Trey Alexander (Creighton)
Reece Beekman (Virginia)
Adem Bona (UCLA)
Jalen Bridges (Baylor)
Tristan da Silva (Colorado)
Zach Edey (Purdue)
Coleman Hawkins (Illinois)
DaRon Holmes (Dayton)
Josiah-Jordan James (Tennessee)
Dillon Jones (Weber State)
Judah Mintz (Syracuse)
Dillon Mitchell (Texas)
Terrence Shannon (Illinois)

The NBA Draft takes place on June 22.

Lakers rumored to prefer sign-and-trade options for D’Angelo Russell, eye Fred VanVleet

2023 Play-In Tournament - Chicago Bulls v Toronto Raptors
Mark Blinch/NBAE via Getty Images

D'Angelo Russell helped the Lakers turn their season around after the All-Star break. He provided needed shot creation at the point, averaged 17.4 points per game while shooting 41.4% from 3, and generally fit nicely on the court. However, his limitations — particularly on the defensive end — were exposed in the playoffs, especially by the Nuggets in the Western Conference Finals.

Russell is an unrestricted free agent and the Lakers are faced with choices: Re-sign him, let him walk, or maybe find a sign-and-trade that can bring back a player who is a better fit for a Lakers roster with championship aspirations next season. The Lakers would ideally like the sign-and-trade option, suggests Jovan Buha of The Athletic.

My read on the situation is that the Lakers would prefer to use D’Angelo Russell in a sign-and-trade, but I’m not sure the market is there.

Landing Kyrie Irving for Russell is shaping up to be a pipe dream, especially with Dallas unlikely to help Los Angeles out. Fred VanVleet, a Klutch client, looms as a possibility, but adding him would require Toronto to agree to terms with Russell (or take on the Beasley and Bamba contracts).

Forget about a Kyrie Irving sign-and-trade with the Lakers for Russell, that appears off the table (unless the Lakers add so many sweeteners Dallas can’t say no… and didn’t the Lakers just gut their roster for a guard in Russell Westbrook?)

Dan Woike of the Los Angeles Times adds this.

Fred VanVleet’s name has been mentioned since even before he joined Klutch Sports, though the Lakers could again be in a position where they’d be forced to part with one or more draft picks in a deal. Russell’s postseason struggles were probably a little overblown after a disastrous Western Conference finals, but expect the Lakers to look at upgrade options. There’s still a chance Russell returns on a good deal and the Lakers actually get the continuity they’ve spoken about building.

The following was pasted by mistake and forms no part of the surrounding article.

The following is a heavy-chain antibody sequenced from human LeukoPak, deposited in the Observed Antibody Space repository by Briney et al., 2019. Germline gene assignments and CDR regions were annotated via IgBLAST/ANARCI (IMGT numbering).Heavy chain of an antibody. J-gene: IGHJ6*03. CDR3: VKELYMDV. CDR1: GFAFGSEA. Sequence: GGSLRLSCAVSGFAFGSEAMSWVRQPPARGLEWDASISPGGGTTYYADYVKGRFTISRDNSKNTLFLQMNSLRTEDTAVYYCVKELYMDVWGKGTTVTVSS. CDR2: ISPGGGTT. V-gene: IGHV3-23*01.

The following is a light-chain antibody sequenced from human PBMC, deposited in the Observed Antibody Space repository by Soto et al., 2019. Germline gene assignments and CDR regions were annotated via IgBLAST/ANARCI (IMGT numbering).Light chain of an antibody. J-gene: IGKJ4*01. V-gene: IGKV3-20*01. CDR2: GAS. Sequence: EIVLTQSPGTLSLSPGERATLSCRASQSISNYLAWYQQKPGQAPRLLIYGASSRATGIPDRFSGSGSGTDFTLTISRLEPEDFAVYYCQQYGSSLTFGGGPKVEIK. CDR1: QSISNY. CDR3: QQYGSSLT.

VanVleet has a $22.8 million player option he is widely expected to opt out of seeking more money and years. He averaged 19.3 points and 7.2 assists a game last season, is a respectable defender, and is a former All-Star and NBA champion.

The questions start with, what are Toronto’s plans? They have yet to hire a new head coach after firing Nick Nurse, and there isn’t a sense of whether they will try to re-sign VanVleet, extend Pascal Siakam and run it back, break the entire thing up, or travel a middle ground reworking the roster. Dreams of a sign-and-trade only work if the Raptors play along. And, if the Raptors come around to consider a sign-and-trade for VanVleet, do they want Russell in that deal? Plus, the Lakers likely have to throw in the last first-round pick they can trade to get Toronto even to consider it.

All of which is to say, it’s a long shot VanVleet is a Laker. Not impossible, but not likely.

The smart money is on the Lakers re-signing Russell and considering trade options at next February’s deadline or next summer, if they feel it’s time to move on.

Celtics’ Payton Pritchard reportedly wants a trade this summer

2023 NBA Playoffs - Boston Celtics v Miami Heat
Jesse D. Garrabrant/NBAE via Getty Images

Payton Pritchard saw his role as a reserve guard with the Celtics shrink this season, which may have had less to do with the changeover to Joe Mazzulla as coach and more to do with the addition of Sixth Man of the Year Malcolm Brogdon.

Either way, Pritchard doesn’t like it and wants to be traded this offseason, reports Jay King and Jared Weiss of The Athletic (in a must-read breakdown of the Celtics’ season and where they ultimately fell short.

With the new onerous CBA rules looming after next season, the front office will likely have to decide in the next 12 months whether it can afford its expensive veteran depth. Payton Pritchard has made it clear he hopes to be traded this summer, according to multiple team sources, so will the Celtics move him if they trade one of their core guards?

Pritchard may not get his wish for the financial reasons mentioned by King and Weiss — Boston has some hard decisions to make coming up. For next season, the Celtics are already $4 million into the luxury tax with 12 people on the roster, and that is without re-signing Grant Williams (if they can) or thinking about the super-max contract Jaylen Brown is about to sign that will kick in for the 2024-25 season. With the draconian threat of the second “lead” tax apron looming in a year, the Celtics must trim salary. One way to do that this summer is to trade one of Marcus Smart, Derrick White or Malcolm Brogdon, which is what is widely expected to happen around the league.

With one of those three gone, minutes open up for Pritchard, who has a team option for $4 million next season. That’s a great value contract the Celtics likely want to keep.

Meaning Pritchard may not get his wish to be sent out of Boston, but if he ends up staying, he should see more run next season.